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Macaluso, A. and De Vito, G., “Muscle strength, power and adaptations to resistance training in older people,” European journal of applied physiology, 91 (4). 450-472. Apr. 2004.

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Article

Effect of Differences in the Exercise Frequency of Young People on Abdominal Strength and Muscle Thickness

1Department of Industrial Business and Engineering, Fukui University of Technology, Fukui, Japan

2Graduate School of Natural Science & Technology, Kanazawa University, Kanazawa, Japan


American Journal of Sports Science and Medicine. 2014, Vol. 2 No. 6, 218-221
DOI: 10.12691/ajssm-2-6-3
Copyright © 2014 Science and Education Publishing

Cite this paper:
Takanori Noguchi, Shinichi Demura. Effect of Differences in the Exercise Frequency of Young People on Abdominal Strength and Muscle Thickness. American Journal of Sports Science and Medicine. 2014; 2(6):218-221. doi: 10.12691/ajssm-2-6-3.

Correspondence to: Takanori  Noguchi, Department of Industrial Business and Engineering, Fukui University of Technology, Fukui, Japan. Email: t-noguchi@fukui-ut.ac.jp

Abstract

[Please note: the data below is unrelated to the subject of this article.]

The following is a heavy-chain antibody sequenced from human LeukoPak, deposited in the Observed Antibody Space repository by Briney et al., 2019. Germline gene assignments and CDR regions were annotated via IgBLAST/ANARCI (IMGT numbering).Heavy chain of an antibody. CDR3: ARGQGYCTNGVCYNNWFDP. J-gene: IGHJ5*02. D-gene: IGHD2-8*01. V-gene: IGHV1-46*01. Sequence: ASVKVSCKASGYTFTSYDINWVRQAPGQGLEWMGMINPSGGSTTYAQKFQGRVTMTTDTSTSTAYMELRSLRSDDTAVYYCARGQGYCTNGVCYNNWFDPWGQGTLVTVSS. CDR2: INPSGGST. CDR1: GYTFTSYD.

Differences in the frequency of exercise among individuals increase during adolescence. These individual differences are associated with developmental differences in abdominal muscle groups that are closely related to activities of daily living. We examined the effect of differences in exercise frequency in young people on abdominal strength and muscle thickness. The subjects were 20 young male university athletes who belonged to sports clubs and who exercised >6 days per week for >3 h per day (athlete group: age, 20.1 ± 1.43 years; height, 171.7 ± 6.74 cm; weight, 67.9 ± 10.41 kg) and 20 young university male students who did not habitually exercise (less than twice per week) (nonathlete group: age, 20.1 ± 1.41 years; height, 171.6 ± 5.46 cm; weight, 63.2 ± 8.62 kg). Their physical characteristics (height, weight, and body mass index), abdominal flexion strength, and abdominal muscle thickness (rectus abdominis, external oblique, internal oblique muscles) were measured. Although no significant differences were found in the physical characteristics of either group, abdominal strength and all muscle thickness were significantly greater in the athlete group than that in the nonathlete group. In addition, a relatively high correlation between abdominal strength and muscle thickness was found only in the athlete group (r = 0.73). In conclusion, abdominal strength and muscle thickness were greater in young athletes who frequently exercise compared with that in nonathletes. Abdominal muscle strength increased with increasing abdominal muscle thickness in the athletes but not in the nonathletes.

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